Kompong Chhnang provincial authorities allegedly locked villagers out of the provincial hall after dozens came to deliver a complaint against the wife of Mines and Energy Minister Suy Sem, before locking out a newly appointed councilor who left the building to talk with them.
The villagers from Ta Ches commune have been locked in a dispute with businesswoman Chea Kheng’s KDC company since 2007 over 145 hectares of land. A group of 40 of them gathered at the provincial hall on Monday to file a complaint while senior officials had gathered for the appointment of 15 recently elected provincial councilors, said villager representative Reach Seima.
“Our villagers peacefully assembled in front of the provincial hall, but the gate was then locked and more than 20 police and military police in the compound refused to unlock it for us, saying there was an order from their superiors,” he said.
Villagers—including those who already took money from the company last month—held banners calling for the provincial governor’s intervention into the ongoing dispute.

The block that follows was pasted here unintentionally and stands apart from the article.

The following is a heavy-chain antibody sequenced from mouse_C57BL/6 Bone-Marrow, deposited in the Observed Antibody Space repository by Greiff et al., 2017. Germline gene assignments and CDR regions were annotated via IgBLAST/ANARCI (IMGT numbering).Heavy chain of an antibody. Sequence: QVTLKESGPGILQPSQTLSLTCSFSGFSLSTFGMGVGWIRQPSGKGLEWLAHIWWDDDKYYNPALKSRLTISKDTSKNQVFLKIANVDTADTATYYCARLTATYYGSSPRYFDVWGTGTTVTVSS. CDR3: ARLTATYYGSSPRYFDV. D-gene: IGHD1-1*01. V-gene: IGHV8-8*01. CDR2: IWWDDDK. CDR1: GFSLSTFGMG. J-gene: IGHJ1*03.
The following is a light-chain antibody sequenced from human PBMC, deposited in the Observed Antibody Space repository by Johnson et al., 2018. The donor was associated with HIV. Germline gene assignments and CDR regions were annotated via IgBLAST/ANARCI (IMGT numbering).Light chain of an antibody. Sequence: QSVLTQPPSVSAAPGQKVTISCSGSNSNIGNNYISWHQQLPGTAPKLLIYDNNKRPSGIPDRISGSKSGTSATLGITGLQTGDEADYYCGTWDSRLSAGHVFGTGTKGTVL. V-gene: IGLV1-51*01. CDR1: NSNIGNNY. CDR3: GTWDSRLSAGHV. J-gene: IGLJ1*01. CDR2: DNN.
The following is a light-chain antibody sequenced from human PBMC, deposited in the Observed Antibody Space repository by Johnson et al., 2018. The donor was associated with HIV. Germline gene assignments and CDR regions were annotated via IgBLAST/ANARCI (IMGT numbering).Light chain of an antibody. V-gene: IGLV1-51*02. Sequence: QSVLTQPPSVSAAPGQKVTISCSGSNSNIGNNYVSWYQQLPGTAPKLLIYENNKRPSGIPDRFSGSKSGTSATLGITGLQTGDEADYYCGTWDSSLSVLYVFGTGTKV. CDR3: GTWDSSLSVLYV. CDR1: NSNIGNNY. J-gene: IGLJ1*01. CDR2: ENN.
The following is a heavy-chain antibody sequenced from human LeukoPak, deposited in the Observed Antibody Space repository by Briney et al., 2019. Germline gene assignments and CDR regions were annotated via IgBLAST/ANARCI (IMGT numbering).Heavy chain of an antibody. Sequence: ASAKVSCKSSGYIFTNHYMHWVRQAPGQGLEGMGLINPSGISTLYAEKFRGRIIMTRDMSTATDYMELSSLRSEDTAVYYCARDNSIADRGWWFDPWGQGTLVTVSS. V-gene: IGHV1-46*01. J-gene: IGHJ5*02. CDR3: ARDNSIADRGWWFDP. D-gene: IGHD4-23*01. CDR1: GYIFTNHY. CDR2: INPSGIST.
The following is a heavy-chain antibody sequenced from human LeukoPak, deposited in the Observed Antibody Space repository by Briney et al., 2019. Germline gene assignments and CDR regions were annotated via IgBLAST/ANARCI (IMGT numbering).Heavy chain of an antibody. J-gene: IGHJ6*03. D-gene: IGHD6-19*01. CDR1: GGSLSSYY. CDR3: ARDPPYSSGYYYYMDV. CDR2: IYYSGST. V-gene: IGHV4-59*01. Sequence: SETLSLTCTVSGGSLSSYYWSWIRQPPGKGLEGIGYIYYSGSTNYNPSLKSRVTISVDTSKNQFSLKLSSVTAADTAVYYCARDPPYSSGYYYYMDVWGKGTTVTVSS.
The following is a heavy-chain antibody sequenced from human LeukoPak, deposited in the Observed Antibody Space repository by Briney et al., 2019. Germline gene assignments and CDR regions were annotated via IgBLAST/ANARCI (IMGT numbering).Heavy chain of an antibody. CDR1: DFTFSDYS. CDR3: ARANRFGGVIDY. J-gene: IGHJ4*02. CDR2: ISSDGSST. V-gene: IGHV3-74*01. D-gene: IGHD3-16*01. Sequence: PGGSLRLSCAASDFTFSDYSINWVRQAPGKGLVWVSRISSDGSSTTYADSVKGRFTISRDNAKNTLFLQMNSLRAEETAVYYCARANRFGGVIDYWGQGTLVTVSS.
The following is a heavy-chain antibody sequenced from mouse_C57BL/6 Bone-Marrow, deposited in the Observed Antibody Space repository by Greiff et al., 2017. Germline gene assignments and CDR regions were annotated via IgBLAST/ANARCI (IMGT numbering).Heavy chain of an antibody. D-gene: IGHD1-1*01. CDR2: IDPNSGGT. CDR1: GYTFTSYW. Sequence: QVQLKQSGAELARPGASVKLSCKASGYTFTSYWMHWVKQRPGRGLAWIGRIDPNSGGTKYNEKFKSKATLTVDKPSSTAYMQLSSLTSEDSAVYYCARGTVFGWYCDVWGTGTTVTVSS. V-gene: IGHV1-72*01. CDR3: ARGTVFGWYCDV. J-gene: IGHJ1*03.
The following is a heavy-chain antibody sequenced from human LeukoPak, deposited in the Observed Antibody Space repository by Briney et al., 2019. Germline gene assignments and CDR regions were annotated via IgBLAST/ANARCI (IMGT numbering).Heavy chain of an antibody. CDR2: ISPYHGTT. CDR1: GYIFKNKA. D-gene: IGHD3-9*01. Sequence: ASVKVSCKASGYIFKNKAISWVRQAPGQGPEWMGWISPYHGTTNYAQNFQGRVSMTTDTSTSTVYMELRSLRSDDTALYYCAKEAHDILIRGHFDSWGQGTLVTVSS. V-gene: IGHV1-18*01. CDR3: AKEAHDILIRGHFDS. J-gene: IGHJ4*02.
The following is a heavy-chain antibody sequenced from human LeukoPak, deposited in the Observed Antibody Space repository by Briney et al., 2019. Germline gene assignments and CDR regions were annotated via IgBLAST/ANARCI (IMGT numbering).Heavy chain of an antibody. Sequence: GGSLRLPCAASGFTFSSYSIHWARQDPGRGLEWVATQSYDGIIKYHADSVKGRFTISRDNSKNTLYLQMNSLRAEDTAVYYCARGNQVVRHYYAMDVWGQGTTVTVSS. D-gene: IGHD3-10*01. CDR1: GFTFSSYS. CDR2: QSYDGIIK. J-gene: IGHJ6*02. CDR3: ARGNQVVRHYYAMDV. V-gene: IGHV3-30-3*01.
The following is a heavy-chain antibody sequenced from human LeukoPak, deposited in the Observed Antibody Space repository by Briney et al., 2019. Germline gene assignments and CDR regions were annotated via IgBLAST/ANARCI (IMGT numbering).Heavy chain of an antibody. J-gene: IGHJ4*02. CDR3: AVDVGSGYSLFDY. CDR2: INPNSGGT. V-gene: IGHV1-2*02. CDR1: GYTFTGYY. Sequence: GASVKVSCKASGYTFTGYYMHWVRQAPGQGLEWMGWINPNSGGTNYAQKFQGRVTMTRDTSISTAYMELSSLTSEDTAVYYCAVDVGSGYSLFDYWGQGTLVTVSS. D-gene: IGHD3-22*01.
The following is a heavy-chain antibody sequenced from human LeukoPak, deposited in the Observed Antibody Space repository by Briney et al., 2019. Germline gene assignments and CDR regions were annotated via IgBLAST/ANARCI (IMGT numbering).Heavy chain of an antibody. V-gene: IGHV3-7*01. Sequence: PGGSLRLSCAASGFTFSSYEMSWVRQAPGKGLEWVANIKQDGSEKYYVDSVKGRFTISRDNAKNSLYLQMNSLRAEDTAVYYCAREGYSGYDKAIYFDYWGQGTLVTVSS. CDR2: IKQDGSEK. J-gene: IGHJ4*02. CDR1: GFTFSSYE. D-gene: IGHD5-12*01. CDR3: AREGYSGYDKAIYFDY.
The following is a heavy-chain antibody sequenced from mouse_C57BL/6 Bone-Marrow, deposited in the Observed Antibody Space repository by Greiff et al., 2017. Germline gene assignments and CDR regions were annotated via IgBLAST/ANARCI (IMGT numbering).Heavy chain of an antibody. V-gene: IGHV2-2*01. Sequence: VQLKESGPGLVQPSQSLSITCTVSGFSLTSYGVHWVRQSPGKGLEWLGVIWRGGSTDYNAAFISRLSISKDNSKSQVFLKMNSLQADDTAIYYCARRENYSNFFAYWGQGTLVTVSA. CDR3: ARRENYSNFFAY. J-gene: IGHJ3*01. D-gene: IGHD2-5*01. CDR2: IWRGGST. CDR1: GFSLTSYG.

The newly elected CNRP provincial councilor, Duong Chantra, said he briefly left the ceremony to address the villagers after hearing them shout through a loudspeaker.
“I told villagers that I would help take three representatives to meet the governor and file the complaint when the official ceremony is finished,” he said.
After the ceremony finished, he returned to speak to them at which point “the police and guards also blocked me from entering the compound, even though I just received an official appointment for my position.”
According to Mr. Chantra, the remaining provincial officials all left by a back entrance in order to avoid crossing the villagers.
Neither Agricultural Minister Ouk Rabun, who presided over the ceremony, nor provincial governor Chhuon Chandoeun could be reached for comment.
Ta Ches commune police chief Chuop Chanthoeun confirmed that the villagers went to file a complaint but said he knew nothing about the lockdown.
“I don’t think it’s true,” he said. “They might have gone during lunch break when no one was at work.”